Affordable housing law costing fire victims
A new affordable housing law is forcing a displaced fire victim to pay thousands to the state for the right to rebuild.
Tina Scarnecchia's Lincoln Park home was torn down after being engulfed in flames last fall. Rebuilding the home is considered new construction, so Scarnecchia needs to cough up about $3,000 to the affordable housing fund in order to break ground.
"I thought it was crazy," she says. "You have a fire - you just want to be able to rebuild your home. That honestly might put me in a position where I can't afford the home anymore."
The law is designed to help towns pay for affordable housing as new homes are built. Bill Dressel, president of the New Jersey League of Municipalities, is suing the state saying the law is unfair.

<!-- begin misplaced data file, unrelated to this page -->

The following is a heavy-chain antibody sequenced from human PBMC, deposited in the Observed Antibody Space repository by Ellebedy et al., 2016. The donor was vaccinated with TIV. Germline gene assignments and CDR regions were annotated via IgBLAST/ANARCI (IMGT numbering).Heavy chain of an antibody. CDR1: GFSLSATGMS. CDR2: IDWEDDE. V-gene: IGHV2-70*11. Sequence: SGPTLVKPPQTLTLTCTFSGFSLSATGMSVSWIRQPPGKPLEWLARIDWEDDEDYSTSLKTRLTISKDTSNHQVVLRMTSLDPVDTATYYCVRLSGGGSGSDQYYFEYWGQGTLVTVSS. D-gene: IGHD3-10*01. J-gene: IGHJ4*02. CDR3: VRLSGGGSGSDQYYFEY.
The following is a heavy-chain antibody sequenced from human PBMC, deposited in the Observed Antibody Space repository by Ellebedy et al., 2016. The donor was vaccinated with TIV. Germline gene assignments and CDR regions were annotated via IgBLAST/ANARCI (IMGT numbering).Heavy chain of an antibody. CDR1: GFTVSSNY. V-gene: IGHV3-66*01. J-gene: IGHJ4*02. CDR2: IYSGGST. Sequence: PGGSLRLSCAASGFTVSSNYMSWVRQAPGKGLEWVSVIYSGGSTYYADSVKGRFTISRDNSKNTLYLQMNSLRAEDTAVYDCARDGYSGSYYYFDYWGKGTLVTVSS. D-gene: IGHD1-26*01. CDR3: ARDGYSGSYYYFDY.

"Why should the homeowner be punished?" asks Dressel. "It's absolutely contrary to rational thinking. We were flabbergasted."
A spokesperson for the New Jersey Division of Community Affairs says Lincoln Park does not have to charge a homeowner's fee.
"This is a decision left to the municipality, and one we do not encourage, particularly in the instance of a family rebuilding their home after a fire," says spokesperson Chris Donnelly.
Opponents say the law calls for money to come from somewhere else if the homeowner doesn't pay. The agency says it will take a closer look at the rules to see what can be done to make things easier for homeowners like Scarnecchia.